>>>> Work in progress
It is not the purpose of this chapter to provide a comprehensive coverage of the subject of radio antennas. A vast literature already exists, and interested parties will sensibly begin by acquainting themselves with the ARRL Antenna Book  and various other excellent publications. The intention here, instead, is to look at some of the various ways in which power can be delivered from a transmitter to a radiating system; the objective being to address certain myths and misconceptions which prevail and are even incorporated into some examination sylabuses.
The first point which must be understood is that an antenna either is, or must be reduced to, a two-terminal network before it can be connected to a radio transmitter. That is one of the reasons why we use the term 'antenna' rather than 'aerial'; because an antenna may have an aerial (up-in-the-air) part, but the aerial is not necessarily the whole of the antenna. The common usage of the word 'aerial' is also frequently ridiculous; such as in describing the loop-stick antenna of a portable radio receiver as a "ferrite-rod aerial". It might be considered to be an aerial if the receiver is being used by a builder while he points a chimney-stack, but down in the kitchen, it's definitely an antenna. In Biology, an antenna is a protruding sensory organ. In Radio, by analogy (coined in 1902), an antenna is a structure used for sensing electromagnetic (EM) radiation; and, by another ill-understood principle, that of reciprocity; something that receives EM radiation can also radiate it. An old-fashioned Marconi installation has an aerial and an earth; but it is the combination of the aerial and the earth that constitutes the antenna in that case.
Because there is a certain ambiguity in the concept 'antenna' (is it the antenna, or is it just an aerial?) we often use the somewhat pedantic term 'antenna system'. The redundancy is useful, because it conveys the idea that an antenna is a collection of conductors (and also dielectric materials) that do not have to be connected in the DC sense. In this way we guard against the first misconception; which is that a structure designated as an antenna is somehow isolated from all of the other objects in its vicinity. This might be a reasonable simplification in the case of a VHF antenna, when all of the nearby objects that are orientated in such a way as to scatter its radiation are many wavelengths away; but it is usually a bad assumption when interpreting the behaviour of antennas used for short-wave and lower-frequency communications.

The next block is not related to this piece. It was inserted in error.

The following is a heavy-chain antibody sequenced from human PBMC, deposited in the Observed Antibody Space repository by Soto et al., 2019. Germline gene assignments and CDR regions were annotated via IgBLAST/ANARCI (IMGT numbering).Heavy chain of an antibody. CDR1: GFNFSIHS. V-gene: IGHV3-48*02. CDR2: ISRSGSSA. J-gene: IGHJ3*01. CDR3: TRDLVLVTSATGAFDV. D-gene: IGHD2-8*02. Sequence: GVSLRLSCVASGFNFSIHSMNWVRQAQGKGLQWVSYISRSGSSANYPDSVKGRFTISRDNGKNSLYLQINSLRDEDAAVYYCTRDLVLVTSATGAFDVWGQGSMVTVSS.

The presumption that a designated antenna is isolated from its environment can sometimes lead to severe errors in the evaluation of performance. The classic example of a bad antenna test is that of making A to B comparisons between two 'antennas' erected on the same site. It might be found, by this method, that an electrically-short antenna is only marginally inferior to a half-wave dipole antenna; and this is the basis on which certain small antenna designs purport to have exploited some loophole in the theory governing efficiency. What the test really shows is that it is slightly better to connect directly to the half-wave wire than to send energy to it by other means. Take away the large antenna, and it will be found that the small one conforms to the theory after all. The two alleged 'antennas' are in fact a single antenna system, with options in respect of where to connect the wires from the transmitter. In truth however, many electrically small antennas are only marginally inferior to a resonant structure, and it is a shame to spoil the case by offering invalid experimental data.